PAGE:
The military said the first bomber ran into the market, attracting people towards him by claiming he was feeling unwell.
Yesterday's attack was the bloodiest incident in Baghdad since January 2018, when a suicide bomber - also in Tayaran Square - killed more than 30 people.
Thursday's twin attack was not immediately claimed but suicide bombings have been used by ultra-conservative militant groups, most recently the Islamic State (IS) organisation.
Thursday's twin suicide bombings marked the first in three years to target Baghdad's bustling commercial district.
The health ministry said those who lost their lives had died on the scene of the attack, and that most of the wounded had been treated and released from hospital.More news: Donald Trump's Facebook ban could be lifted by Oversight Board
After years of deadly sectarian violence, suicide bombings have become relatively rare in the capital.
An Interior Ministry spokesman said the death toll had risen to at least 28, and that number was expected to rise as some wounded were in critical condition.
Militias have routinely targeted the American presence with rocket and mortar attacks, especially the US Embassy in the heavily fortified Green Zone. The pace of the attacks has decreased since an informal truce was declared by Iran-backed armed groups in October.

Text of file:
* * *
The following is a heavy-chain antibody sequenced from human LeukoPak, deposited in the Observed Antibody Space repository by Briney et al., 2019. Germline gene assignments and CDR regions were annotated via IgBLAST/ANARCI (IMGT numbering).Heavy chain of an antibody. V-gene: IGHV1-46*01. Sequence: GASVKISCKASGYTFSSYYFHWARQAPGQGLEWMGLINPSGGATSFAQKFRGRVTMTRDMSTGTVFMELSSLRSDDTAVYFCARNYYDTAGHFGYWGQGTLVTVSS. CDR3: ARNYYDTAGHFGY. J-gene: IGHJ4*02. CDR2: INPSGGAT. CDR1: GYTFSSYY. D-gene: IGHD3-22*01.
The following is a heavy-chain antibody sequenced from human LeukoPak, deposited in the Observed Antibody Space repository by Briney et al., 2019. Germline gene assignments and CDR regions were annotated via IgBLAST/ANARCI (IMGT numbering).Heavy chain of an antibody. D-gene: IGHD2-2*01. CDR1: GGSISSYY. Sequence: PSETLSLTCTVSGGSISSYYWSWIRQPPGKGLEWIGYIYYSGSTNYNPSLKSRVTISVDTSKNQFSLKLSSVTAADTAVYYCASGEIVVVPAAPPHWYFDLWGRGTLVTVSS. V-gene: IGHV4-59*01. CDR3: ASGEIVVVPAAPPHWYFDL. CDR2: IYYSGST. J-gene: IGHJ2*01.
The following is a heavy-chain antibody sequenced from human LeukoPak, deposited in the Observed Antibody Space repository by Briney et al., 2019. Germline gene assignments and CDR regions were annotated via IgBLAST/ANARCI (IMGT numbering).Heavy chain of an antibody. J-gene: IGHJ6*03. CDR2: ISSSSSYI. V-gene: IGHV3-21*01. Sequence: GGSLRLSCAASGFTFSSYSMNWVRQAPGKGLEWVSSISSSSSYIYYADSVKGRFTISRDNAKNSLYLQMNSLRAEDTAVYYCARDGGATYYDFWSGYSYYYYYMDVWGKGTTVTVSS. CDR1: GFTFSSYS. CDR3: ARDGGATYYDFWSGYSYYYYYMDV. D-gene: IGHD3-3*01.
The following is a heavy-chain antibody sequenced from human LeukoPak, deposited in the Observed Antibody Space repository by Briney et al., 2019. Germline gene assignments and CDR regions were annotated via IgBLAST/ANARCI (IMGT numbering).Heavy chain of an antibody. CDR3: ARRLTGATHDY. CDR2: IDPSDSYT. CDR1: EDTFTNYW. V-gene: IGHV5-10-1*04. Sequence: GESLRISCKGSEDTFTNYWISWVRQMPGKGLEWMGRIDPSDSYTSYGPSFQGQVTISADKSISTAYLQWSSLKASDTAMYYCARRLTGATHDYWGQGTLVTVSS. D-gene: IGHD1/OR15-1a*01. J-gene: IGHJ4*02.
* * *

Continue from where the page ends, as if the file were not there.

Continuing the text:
Elections in Iraq are typically preceded by escalating violence, including bombings and assassinations.
The 2018 attack took place just months before parliamentary elections and Iraq is planning another general election later this year.
The IS seized a third of Iraq in 2014 and was dangerously close to the capital, but a ferocious three-year fight by Iraqi troops pushed them back.More news: Can COVID-19 vaccines be mixed and matched?
The hardline Sunni Muslim group captured vast areas of Iraq and imposed its own rule before being defeated in 2017 by Iraqi forces backed with US air power.
Thursday's attack shattered a sense of relative security in the capital, raising questions over the Iraqi security forces' preparedness in the face of a militant threat diminished but by no means erased.
Prime Minister Mustafa al-Kadhimi had announced in July that early polls would be held to meet the demands of anti-government protesters.
The United States, which provides the bulk of the force, has 2,500 troops left in Iraq - down from 5,200 a year ago.
Demonstrators took to the streets in the tens of thousands past year to demand political change, and an end to rampant corruption and poor services.
But authorities are in talks to reschedule them for October in order to give electoral authorities more time to register voters and new parties. The Central Bank of Iraq devalued Iraq's dinar by almost 20% llast year to meet spending obligations.More news: United Kingdom records its deadliest day of the coronavirus pandemic